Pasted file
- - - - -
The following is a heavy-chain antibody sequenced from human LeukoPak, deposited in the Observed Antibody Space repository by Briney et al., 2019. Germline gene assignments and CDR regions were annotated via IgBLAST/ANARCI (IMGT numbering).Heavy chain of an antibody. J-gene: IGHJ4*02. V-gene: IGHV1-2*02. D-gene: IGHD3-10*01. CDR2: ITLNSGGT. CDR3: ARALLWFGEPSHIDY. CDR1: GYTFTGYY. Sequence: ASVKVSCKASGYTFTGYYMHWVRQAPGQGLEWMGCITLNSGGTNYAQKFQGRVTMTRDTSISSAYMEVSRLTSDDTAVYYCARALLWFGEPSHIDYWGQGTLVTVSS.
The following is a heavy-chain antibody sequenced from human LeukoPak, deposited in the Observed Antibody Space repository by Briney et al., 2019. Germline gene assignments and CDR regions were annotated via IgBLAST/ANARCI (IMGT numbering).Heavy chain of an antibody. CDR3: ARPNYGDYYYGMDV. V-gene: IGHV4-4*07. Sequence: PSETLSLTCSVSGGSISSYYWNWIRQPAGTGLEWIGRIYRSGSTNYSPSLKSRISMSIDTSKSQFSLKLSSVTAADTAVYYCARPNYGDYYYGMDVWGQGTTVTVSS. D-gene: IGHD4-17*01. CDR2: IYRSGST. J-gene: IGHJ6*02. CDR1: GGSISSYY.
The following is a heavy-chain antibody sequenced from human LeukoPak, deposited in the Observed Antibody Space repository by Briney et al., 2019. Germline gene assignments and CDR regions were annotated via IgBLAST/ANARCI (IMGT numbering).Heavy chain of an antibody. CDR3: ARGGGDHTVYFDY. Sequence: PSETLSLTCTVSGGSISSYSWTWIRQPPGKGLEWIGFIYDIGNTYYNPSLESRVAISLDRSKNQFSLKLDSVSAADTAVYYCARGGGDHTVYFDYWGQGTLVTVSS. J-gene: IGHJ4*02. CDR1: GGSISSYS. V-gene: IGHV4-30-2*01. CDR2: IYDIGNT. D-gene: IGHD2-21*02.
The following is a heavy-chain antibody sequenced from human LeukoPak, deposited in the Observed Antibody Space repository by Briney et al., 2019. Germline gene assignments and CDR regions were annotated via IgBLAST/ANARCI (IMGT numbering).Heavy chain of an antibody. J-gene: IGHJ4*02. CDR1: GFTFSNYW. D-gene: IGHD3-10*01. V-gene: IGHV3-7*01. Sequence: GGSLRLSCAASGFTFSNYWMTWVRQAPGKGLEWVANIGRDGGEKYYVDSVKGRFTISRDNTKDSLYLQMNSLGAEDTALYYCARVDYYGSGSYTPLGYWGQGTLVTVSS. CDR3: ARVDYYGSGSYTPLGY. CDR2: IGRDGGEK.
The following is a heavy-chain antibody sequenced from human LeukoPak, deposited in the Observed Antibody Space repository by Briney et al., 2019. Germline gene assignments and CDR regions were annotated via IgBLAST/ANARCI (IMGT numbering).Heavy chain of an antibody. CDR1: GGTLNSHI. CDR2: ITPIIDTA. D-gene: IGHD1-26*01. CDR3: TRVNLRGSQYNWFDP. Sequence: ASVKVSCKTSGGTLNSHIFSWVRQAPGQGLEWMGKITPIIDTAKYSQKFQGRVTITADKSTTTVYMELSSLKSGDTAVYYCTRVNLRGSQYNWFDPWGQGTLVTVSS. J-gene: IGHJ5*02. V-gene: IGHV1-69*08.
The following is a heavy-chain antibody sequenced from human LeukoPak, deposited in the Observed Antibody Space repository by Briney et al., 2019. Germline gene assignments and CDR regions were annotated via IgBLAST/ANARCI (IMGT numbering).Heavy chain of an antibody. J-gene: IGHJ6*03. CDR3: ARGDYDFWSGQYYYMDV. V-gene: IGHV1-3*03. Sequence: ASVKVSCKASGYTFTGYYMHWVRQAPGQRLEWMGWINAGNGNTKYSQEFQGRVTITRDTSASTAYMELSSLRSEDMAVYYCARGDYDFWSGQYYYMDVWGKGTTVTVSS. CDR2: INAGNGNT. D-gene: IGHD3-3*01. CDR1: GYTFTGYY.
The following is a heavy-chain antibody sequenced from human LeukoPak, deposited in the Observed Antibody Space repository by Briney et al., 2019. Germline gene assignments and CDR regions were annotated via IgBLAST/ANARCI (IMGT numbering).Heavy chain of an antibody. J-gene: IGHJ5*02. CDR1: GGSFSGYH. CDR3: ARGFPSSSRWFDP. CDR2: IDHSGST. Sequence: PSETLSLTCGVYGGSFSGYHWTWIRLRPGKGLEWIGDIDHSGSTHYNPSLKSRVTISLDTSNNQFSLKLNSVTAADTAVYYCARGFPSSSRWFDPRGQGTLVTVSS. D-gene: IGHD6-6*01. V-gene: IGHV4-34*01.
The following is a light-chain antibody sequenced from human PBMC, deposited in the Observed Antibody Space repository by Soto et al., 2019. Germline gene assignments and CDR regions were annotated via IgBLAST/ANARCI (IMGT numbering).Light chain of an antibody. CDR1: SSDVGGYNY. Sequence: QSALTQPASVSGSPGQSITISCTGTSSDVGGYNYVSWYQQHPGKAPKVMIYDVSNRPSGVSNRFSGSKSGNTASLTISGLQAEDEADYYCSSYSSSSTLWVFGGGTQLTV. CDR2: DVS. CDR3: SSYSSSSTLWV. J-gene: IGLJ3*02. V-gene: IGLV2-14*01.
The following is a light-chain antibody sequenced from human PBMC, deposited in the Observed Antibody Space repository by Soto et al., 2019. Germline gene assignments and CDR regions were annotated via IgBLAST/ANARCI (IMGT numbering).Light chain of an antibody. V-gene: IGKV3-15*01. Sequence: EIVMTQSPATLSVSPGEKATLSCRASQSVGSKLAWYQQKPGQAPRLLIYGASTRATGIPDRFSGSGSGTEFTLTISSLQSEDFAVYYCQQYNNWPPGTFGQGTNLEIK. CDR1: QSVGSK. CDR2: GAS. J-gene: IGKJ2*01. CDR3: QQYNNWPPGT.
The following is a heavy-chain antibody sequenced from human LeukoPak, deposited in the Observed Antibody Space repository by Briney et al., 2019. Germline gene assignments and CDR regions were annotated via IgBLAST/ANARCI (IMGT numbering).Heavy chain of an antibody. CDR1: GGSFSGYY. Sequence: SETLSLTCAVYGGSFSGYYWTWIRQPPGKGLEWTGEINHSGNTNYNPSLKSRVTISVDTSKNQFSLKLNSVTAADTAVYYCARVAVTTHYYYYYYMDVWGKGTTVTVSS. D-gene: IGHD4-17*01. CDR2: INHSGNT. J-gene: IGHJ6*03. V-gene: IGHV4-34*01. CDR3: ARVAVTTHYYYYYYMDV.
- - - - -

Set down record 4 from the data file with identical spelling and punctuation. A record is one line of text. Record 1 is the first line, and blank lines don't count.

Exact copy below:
The following is a heavy-chain antibody sequenced from human LeukoPak, deposited in the Observed Antibody Space repository by Briney et al., 2019. Germline gene assignments and CDR regions were annotated via IgBLAST/ANARCI (IMGT numbering).Heavy chain of an antibody. J-gene: IGHJ4*02. CDR1: GFTFSNYW. D-gene: IGHD3-10*01. V-gene: IGHV3-7*01. Sequence: GGSLRLSCAASGFTFSNYWMTWVRQAPGKGLEWVANIGRDGGEKYYVDSVKGRFTISRDNTKDSLYLQMNSLGAEDTALYYCARVDYYGSGSYTPLGYWGQGTLVTVSS. CDR3: ARVDYYGSGSYTPLGY. CDR2: IGRDGGEK.